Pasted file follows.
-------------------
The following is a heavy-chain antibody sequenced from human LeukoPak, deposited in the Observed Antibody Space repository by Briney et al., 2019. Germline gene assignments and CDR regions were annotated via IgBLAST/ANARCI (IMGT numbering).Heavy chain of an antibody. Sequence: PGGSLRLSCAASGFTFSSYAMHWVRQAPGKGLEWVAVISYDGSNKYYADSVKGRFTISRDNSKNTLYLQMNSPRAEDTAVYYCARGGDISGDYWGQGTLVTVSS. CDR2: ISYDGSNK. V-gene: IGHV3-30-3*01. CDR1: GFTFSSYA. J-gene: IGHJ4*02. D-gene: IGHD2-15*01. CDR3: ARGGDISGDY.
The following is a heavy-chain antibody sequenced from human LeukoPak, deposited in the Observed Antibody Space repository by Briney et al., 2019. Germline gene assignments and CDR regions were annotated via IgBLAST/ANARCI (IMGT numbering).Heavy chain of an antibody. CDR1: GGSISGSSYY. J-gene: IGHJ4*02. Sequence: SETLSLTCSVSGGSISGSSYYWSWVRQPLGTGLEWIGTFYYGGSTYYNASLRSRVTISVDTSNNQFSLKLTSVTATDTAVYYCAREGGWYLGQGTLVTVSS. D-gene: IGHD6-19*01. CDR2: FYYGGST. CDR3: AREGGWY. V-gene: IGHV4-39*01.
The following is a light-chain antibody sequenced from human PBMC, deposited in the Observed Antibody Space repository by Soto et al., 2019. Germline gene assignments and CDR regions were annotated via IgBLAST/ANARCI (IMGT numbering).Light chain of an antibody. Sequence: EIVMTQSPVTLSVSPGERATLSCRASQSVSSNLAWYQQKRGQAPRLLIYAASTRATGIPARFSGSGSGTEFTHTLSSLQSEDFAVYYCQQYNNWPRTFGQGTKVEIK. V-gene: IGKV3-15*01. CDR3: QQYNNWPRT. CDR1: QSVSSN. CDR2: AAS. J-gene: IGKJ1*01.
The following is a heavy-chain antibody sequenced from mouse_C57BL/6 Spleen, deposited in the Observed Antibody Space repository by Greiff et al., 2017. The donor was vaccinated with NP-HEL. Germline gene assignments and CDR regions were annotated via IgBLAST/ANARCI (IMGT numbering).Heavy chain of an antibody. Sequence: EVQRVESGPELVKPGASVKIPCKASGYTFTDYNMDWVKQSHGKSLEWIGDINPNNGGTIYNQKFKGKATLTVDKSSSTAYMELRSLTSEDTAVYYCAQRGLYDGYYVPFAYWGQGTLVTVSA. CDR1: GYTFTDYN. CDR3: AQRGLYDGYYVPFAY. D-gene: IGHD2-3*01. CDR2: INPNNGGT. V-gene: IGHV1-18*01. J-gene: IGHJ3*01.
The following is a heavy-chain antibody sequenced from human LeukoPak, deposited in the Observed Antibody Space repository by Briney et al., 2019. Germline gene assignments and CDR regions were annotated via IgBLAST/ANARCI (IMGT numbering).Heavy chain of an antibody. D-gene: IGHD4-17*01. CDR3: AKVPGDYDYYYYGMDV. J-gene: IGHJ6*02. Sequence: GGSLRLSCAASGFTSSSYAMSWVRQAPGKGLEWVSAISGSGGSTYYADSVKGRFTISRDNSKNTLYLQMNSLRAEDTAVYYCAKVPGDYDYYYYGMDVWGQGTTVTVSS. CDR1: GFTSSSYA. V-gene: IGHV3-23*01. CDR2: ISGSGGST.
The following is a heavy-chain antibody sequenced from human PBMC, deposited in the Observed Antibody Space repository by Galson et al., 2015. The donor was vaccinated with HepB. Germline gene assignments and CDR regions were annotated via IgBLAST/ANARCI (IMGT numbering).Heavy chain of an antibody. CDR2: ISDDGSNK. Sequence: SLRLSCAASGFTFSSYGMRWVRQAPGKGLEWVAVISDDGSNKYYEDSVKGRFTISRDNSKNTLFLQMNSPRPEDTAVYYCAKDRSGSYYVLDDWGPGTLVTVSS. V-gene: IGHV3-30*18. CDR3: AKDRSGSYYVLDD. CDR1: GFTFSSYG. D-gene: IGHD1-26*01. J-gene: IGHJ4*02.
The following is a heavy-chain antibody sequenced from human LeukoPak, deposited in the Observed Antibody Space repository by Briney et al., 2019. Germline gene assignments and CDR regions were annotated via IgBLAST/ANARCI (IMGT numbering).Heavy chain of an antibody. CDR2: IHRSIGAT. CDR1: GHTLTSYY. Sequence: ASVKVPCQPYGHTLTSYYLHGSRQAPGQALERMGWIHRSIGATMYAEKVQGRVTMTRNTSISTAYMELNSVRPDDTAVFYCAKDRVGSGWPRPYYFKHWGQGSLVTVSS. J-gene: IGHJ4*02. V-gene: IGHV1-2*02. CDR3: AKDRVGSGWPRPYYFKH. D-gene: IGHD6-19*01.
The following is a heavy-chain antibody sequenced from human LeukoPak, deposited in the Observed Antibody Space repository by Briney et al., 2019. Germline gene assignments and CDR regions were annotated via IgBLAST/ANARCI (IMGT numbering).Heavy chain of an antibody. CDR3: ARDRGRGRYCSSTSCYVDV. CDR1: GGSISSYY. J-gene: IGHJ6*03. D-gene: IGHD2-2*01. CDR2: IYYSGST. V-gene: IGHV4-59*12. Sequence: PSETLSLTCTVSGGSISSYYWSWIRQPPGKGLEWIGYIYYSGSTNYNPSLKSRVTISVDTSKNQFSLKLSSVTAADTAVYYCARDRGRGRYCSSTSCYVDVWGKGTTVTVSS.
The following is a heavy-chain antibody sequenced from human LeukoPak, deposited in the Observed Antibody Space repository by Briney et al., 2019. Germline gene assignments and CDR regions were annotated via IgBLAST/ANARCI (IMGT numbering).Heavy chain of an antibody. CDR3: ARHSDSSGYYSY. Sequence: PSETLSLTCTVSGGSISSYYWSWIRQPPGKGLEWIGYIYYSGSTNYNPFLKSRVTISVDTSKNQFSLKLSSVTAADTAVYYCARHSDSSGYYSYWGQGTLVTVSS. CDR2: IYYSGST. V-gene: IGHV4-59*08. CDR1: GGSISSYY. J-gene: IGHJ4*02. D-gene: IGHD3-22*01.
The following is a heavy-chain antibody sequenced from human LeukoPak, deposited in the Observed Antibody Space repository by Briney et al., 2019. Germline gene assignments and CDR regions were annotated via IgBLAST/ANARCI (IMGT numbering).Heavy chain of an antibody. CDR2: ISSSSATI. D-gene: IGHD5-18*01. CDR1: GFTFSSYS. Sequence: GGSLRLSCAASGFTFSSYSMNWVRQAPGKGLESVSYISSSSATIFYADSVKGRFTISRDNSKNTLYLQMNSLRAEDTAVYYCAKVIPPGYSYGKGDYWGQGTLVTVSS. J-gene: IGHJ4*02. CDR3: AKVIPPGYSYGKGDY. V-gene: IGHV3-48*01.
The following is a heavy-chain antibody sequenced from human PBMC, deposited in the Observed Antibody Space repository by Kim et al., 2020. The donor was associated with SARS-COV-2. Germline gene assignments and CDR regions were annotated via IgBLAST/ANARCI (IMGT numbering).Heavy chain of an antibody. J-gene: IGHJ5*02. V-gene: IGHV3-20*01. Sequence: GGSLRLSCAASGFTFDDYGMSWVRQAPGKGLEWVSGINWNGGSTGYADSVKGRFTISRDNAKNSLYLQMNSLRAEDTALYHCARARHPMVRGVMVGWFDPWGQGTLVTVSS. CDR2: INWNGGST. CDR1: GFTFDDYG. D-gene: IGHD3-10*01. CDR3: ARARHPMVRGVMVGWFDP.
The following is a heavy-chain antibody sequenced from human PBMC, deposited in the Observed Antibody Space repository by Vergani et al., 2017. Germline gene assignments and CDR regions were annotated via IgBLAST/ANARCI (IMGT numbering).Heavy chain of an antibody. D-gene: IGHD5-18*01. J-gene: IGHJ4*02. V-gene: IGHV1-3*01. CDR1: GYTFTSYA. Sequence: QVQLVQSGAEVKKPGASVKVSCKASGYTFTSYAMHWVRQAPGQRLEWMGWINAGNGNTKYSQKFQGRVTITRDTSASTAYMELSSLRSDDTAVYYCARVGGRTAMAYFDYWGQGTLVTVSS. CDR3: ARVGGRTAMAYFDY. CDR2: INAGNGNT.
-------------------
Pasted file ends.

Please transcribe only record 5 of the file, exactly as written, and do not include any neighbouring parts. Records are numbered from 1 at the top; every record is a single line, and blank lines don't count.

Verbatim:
The following is a heavy-chain antibody sequenced from human LeukoPak, deposited in the Observed Antibody Space repository by Briney et al., 2019. Germline gene assignments and CDR regions were annotated via IgBLAST/ANARCI (IMGT numbering).Heavy chain of an antibody. D-gene: IGHD4-17*01. CDR3: AKVPGDYDYYYYGMDV. J-gene: IGHJ6*02. Sequence: GGSLRLSCAASGFTSSSYAMSWVRQAPGKGLEWVSAISGSGGSTYYADSVKGRFTISRDNSKNTLYLQMNSLRAEDTAVYYCAKVPGDYDYYYYGMDVWGQGTTVTVSS. CDR1: GFTSSSYA. V-gene: IGHV3-23*01. CDR2: ISGSGGST.